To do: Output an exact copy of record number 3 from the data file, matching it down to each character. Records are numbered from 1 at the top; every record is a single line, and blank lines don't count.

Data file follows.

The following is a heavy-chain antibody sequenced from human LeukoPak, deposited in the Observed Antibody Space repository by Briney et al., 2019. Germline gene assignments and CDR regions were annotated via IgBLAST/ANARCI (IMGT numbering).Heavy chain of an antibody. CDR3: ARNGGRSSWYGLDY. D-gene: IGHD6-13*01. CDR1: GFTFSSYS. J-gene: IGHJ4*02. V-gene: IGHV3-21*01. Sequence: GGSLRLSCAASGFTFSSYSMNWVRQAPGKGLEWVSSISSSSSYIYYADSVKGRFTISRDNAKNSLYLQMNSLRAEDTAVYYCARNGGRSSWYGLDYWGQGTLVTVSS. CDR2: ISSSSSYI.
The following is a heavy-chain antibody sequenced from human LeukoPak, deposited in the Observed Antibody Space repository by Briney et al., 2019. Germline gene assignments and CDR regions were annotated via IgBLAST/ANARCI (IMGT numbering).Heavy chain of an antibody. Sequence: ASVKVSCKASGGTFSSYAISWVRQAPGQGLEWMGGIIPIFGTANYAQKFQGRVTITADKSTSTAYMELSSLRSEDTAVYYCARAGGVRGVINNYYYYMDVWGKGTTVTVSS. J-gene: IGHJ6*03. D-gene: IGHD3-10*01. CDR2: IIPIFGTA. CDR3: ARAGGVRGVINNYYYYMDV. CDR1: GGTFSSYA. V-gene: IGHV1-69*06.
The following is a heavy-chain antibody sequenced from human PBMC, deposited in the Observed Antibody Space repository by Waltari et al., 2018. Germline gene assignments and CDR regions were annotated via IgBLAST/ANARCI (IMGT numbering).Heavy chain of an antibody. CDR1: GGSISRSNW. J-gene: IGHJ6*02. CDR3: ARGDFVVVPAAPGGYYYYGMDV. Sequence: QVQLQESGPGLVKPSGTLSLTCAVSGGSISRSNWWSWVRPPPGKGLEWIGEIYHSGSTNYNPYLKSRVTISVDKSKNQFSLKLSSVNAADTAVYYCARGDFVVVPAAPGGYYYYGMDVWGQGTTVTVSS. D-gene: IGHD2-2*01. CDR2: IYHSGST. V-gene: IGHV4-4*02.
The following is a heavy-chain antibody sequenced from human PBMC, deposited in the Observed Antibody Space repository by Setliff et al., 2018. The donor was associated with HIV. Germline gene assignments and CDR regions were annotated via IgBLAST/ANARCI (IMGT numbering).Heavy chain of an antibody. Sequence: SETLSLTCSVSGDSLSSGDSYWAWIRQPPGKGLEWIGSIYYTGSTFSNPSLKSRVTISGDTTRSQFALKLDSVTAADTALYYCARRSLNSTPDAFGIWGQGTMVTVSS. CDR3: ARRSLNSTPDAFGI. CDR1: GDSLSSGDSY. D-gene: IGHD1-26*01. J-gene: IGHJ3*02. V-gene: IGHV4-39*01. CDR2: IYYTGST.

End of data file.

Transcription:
The following is a heavy-chain antibody sequenced from human PBMC, deposited in the Observed Antibody Space repository by Waltari et al., 2018. Germline gene assignments and CDR regions were annotated via IgBLAST/ANARCI (IMGT numbering).Heavy chain of an antibody. CDR1: GGSISRSNW. J-gene: IGHJ6*02. CDR3: ARGDFVVVPAAPGGYYYYGMDV. Sequence: QVQLQESGPGLVKPSGTLSLTCAVSGGSISRSNWWSWVRPPPGKGLEWIGEIYHSGSTNYNPYLKSRVTISVDKSKNQFSLKLSSVNAADTAVYYCARGDFVVVPAAPGGYYYYGMDVWGQGTTVTVSS. D-gene: IGHD2-2*01. CDR2: IYHSGST. V-gene: IGHV4-4*02.